There is even a water distribution system that flows through the canals for watering flowers, and then smaller tributaries reach all the way out to the tall trees, dripping slowly to nourish their deep roots.


When the Moghuls took control of India in 1526, they introduced new ideas. Some historians consider Akbar (1543-1605) to be one of the most influential rulers because of his efforts to promote appreciation of both Muslim and Hindu cultures. Akbar hosted debates in his court where Hindu and Muslim leaders exchanged ideas; the ruler also included non-Muslims in his strategic advisory team. In 1581, he proposed a new “Divine Faith” which he hoped would bring a peaceful union among the different religions, and while it was never adopted officially, it had wide-ranging influence.

Shah Jahan, Akbar’s grandson, would continue the tradition of appreciating diversity. The ruler invited the best in the world to work on the Taj. It took 20,000 people to build the Taj Mahal. There was a leadership cadre of 37 who headed sections of carvers, in-layers, and calligraphers. Both local laborers and distinguished visiting experts contributed. When a great dome designer was needed, the Turkish architect, Israil Khan was hired. For mosaics in fanciful shapes of vines and flowers, Chinranjilal from Delhi was engaged. Calligraphy, so central to Muslim art, was done by Amanat Khan from the city of Shiraz, and confirmed by his own signature on the Taj’s gateway. Building materials were also from around the world:

Diamonds – India
Rubies  – India
Jade – China
Turquoise – Tibet
Amber – Burma/Myanmar
Lapis Lazuli – Afghanistan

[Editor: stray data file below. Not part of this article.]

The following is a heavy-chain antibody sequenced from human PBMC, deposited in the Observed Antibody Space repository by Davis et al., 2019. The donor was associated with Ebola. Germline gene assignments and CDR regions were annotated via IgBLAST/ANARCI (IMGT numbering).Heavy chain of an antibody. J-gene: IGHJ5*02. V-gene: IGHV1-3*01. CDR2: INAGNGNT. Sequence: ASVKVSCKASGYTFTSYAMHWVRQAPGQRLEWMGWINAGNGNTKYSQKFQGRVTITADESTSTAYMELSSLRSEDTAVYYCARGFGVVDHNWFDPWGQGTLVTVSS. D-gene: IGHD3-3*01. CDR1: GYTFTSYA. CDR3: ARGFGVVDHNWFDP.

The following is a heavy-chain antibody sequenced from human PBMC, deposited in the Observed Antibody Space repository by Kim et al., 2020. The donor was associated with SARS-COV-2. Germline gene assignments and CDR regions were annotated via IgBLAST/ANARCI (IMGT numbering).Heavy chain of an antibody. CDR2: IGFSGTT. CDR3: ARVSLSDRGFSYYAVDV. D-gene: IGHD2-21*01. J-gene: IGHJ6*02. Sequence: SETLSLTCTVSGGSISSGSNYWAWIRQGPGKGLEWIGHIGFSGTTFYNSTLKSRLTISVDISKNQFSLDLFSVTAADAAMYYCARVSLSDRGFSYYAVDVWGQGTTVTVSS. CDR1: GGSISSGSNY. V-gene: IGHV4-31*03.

There are 43 different kinds of jewels in the building. Between the materials procured and the workers who were called together to build it, the Taj Mahal was a true multinational project.

But if calligrapher Amanat Khan had only convinced the architect of the Taj to similarly sign his (or her – Muslim women of the era worked for pay, were educated like men) name, the mystery of who designed the Taj would be solved. Some claim Geronimo Veroneo of Italy, others believe it was Austin de Bordeaux, a silversmith from France, but the architect was perhaps someone local who knew the river.


Mumtaz Mahal, 17th or 18th century Mughal painting.

Smitten as a 15-year-old royal when he first spotted and flirted with his future wife when their glance met in the town bazaar, Shah Jahan remained deeply in love. When he became head of state in 1628, the king renamed his wife Mumtaz Mahal, meaning, “Chosen One of the Palace.” He promised to build her a splendid white residence; little did he know he would too soon build a white marble mausoleum instead.

So devoted were the royal couple that Mumtaz accompanied her husband into battle in 1631, even though she was nine months’-pregnant with their 14th child. She died giving birth on the battlefield. The king cried constantly for a week, damaging his eyes to the extent that he had to wear glasses ever after. From the shock of the loss of his beloved, Shah Jahan’s hair turned grey the first week following Mumtaz’s death. His only comfort was planning the Taj Mahal. He is now interred with her in what is considered by many to be one of the most beautiful buildings in the world – certainly the most romantic.

Document of Authorization

Below is a series of translations regarding the land agreement made for the acquisition of what became the Taj Mahal’s grounds:

Sunday, the 28th of the month of Dai, Ilahi year 6, corresponding to the 14th of Rajab, year 1043…The ever-obyed farman, as effulgent as the sun and exalted as the sky, was issued:

The mansions, together with their dependencies, belonging to the august crown estate, in exchange for the mansion belonging to Raja Jai Singh, which that Pillar of the State, for the sake of the Illumined Tomb, willingly and voluntarily donated as a gift, have hereby been granted to us by the said Raja and settled on him in full ownership.

List of properties:
Four properties have been granted to the Raja:

Haveli of Raja Bhagwandas
Haveli of Madho Singh
Haveli of Rupsi Gairagi, in the locality of Atga Khan Bazar
Haveli of Chan Singh, son of Suraj Singh, in the aforementioned locality.

– From W.E. Begley and Z.A. Desai, comp. and trans., Taj Mahal: The Illumined Tomb: An Anthology of Seventeenth-Century Mughal and European Documentary Sources, Sponsored by Aga Khan Program for Islamic Architecture, Harvard University and the Massachusetts Institute of Technology, Cambridge, Massachusetts (Seattle: University of Washington Press, 1989.

VOICES OF THE FUTURE: Discussion and Implications